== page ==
The Prodigy’s Maxim burnt his own art following Keith Flint’s death
The Prodigy became global superstars after releasing their iconic chart-topping album, The Fat Of The Land back in 1997, attracting fans with their hard-hitting drum and bass production as well as excentric vocals. Outside of the legendary group, vocalist Maxim is also a dedicated artist but the passing of his bandmate and friend Keith Flint in 2019 led him to destroy his own works.
While Maxim is most known globally for his energetic live performances and iconic vocals throughout The Prodigy’s discography, he also utilizes painting and visual creations as a form of release.
It’s another form of expression for me, just like the band and like designing my own clothes Over 10 years ago, I had this concept of doing some artwork with people who’d passed away at 27 and died from drug overdoses. The 27 Club – people like Jimi Hendrix and Jim Morrison. I always just tried to push the boundaries of art and because it was drug overdoses, I did these paintings with pills. After that, quite a few people started using pills in their art too.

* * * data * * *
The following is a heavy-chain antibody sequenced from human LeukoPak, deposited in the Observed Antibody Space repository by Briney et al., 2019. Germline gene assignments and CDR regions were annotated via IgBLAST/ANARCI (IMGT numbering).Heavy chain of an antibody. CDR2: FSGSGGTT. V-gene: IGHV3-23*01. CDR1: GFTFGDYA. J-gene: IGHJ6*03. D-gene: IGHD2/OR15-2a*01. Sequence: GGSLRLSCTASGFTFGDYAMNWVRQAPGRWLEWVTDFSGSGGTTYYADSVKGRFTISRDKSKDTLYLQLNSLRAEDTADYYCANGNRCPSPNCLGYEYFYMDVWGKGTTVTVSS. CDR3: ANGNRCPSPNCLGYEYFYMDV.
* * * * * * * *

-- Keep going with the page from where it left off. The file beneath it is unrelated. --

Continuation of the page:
While his latest works were nearing completion, Maxim had a change of heart regarding his art following the tragic passing of his friend Keith Flint:
But it got to a point where I didn’t feel it was right – and it was probably because of Keith. After he died, I destroyed them. I burnt them like a bonfire in the back garden. I saw people creating artwork after Keith… cashing in. I didn’t want to be any part of that and I vowed not to do musicians then.
The tragic memory was relayed to Metro ahead of Maxim beginning a new show at Clarendon Fine Art in London beginning on November 15th. While Maxim’s revelation about the burning of his art is sad, it is great to see him continuing to push forward and continue to create and share with the world. As The Prodigy continue to perform on massive stages, the singer discussed how the legacy and impact of Keith is still with them, “Of course, the dynamic has changed. He’s not here. We go on. But his spirit is here.”